“Four law firms made the Working Mother magazine Top 100 companies this year. Considering the legal profession’s reputation, this is encouraging news.  Washington, D.C.-based Arnold & Porter is on the list for the tenth time, and the sixth consecutive year. Says Managing Partner, Richard M. Alexander, ‘Working mothers are a vital part of our work force. Our goal is to have programs and benefits in place to enable them to balance their professional life with the needs of raising a family.’”

Trade-Offs When Mom's the Primary Breadwinner

John J. Edwards III • Wall Street Journal - The Juggle • December 14, 2009

“With nearly a third of American households having a sole or primary female breadwinner, the issues those families face are far from a niche matter. But how do the women, in particular, feel about occupying what’s still seen as an unusual role?  A recent study from the University of Missouri tries to answer that question. Rebecca Meisenbach, an assistant professor of communication, conducted close interviews and follow-ups with 15 women who were their families’ main earners and published her findings in the journal Sex Roles.”

Juggling work, life, and three kids - by bike

Alaya Wyndham-Price • BikePortland.org • December 14, 2009

This is the story of how they became a biking family.  The couple began easing into bike commuting about two and a half years ago, after Hau decided to participate in the Low-Car Diet by giving up the keys to the family car for two weeks while Joe was on a business trip. At the time, it meant balancing the schedule of her two older sons, her job, and doing regular errands by bike.”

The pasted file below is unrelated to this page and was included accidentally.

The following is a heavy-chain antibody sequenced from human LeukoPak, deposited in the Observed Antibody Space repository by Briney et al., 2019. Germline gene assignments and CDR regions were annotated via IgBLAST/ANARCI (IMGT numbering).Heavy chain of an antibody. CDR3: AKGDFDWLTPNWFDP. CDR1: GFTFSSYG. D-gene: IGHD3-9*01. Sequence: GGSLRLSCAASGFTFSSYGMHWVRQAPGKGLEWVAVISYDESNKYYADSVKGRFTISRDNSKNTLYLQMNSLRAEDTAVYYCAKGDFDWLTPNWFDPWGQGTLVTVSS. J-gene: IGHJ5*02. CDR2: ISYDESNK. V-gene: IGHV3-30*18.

Who's Taking Care of Your Mother?

Nancy Folbre • New York Times - Economix • December 14, 2009

“Who’s taking care of your mother? And who’s going to take care of you when you fall ill, break your hip or are diagnosed with dementia?  Amid the noisy policy debates about health care and long-term-care insurance we sometimes forget what an important role family and friends play in our larger elder-care economy.  Just imagine what would happen if they changed their minds, and decided not to take care of us, after all.”

Global News

Timico launches 'Meet Me Now' service

Jan Harris • The Telecom, UK • December 15, 2009

“Timico, an independent B2B internet service provider, announced the launch of its Meet Me Now web conferencing and collaboration service at its annual business partner conference held at the Leicester Tigers rugby ground stadium.  IP collaboration tools such as document sharing, voice and video conferencing are proving to be the perfect solution for many businesses seeking more flexible approaches to how, when and where their employees work.  Timico’s Meet Me Now conferencing and collaboration service allows business professionals to host an online meeting, share presentations or work on documents with others, from any location with an internet connection.”

Home truths on boomerang boys

Ryan Shorthouse • Guardian • December 15, 2009

“But why has this trend affected men more than women? ‘A generation of mummy’s boys’, the papers headlined. Some claim living at home is not just an economic necessity but often a lifestyle choice for men, put off from doing the cooking and cleaning, whereas women prefer to go it alone. Men are more pampered, whereas women would be expected to contribute to household chores. But I thought parents treating sons like princes and daughters like slaves died off some centuries ago.”